For two days in a row, U.S aircraft have been spotted flying near Taiwan. On Monday, a U.S. Navy Lockheed EP-3E reconnaissance plane was seen flying above the Bashi Channel, located just south of Taiwan. It then turned northwest over the South China Sea and then turned south toward Guangdong, a coastal province of southeast China that borders Hong Kong and Macau.

The next day at about 8:30 a.m. another plane, a Boeing P-8A Poseidon maritime patrol aircraft, was detected again over the Bashi Channel heading directly for the South China Sea in the vicinity of the Dongsha Islands.

Both flights were reported by the Taiwan News in Taipei and are sure to increase Beijing’s concerns over the growing U.S. military presence in the South China Sea.

Dongsha is the Chinese name for the islands. It is also called the Pratas Islands, a name that was given to the atoll by the Portuguese in the 16th century. It is located about 200 miles (320 kms) off China’s mainland about halfway between Taiwan and Hainan and is a desired military location.

The Japan Times reported on May 14 that China’s People’s Liberation Army (PLA) was making plans to run a military drill off Hainan Island in August. The large-scale landing drill is thought to be a practice run for a possible attempt by the PLA to capture Dongsha.

The U.S. flights were spotted by two aircraft spotters that use Twitter accounts to report their routes. One is called the South China Sea Strategic Situation Probing Initiative (SCSPI) and was launched by the Peking University Institute of Ocean Research a few years ago. The other is Callsign: CANUK78 presumably out of China but this is not confirmed.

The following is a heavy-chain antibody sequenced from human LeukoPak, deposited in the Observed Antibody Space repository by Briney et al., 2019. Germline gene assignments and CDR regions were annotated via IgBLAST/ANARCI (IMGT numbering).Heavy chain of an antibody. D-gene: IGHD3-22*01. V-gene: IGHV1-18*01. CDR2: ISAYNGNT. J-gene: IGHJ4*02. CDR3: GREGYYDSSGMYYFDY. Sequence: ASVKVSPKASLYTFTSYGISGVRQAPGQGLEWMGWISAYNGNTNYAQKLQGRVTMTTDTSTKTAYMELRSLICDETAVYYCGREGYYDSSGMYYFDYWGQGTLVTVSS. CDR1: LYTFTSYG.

The SCSPI’s director is Hu Bo, director of the Centre for Maritime Strategy Studies at Peking University. He received his Ph.D. in Politics from the School of International Studies at Peking University and has extensive experience in policy analysis and consulting. The stated goal of SCSPI is to maintain and promote the peace, stability and prosperity of the South China Sea.

The spotters noted that in the past week several U.S. surveillance aircraft have all been seen in this area of the South China Sea including the P-8, Lockheed P-3 Orion, Boeing RC-135, UAVs and EP-3E.

The EP-3E reconnaissance aircraft is part of the US Navy’s VQ-1 squadron and its mission is to collect, store and analyze signals from radar and radio equipment.

The United States runs regular operations in the South China Sea The United States runs regular operations in the South China Sea Photo: AFP / Catherine LAI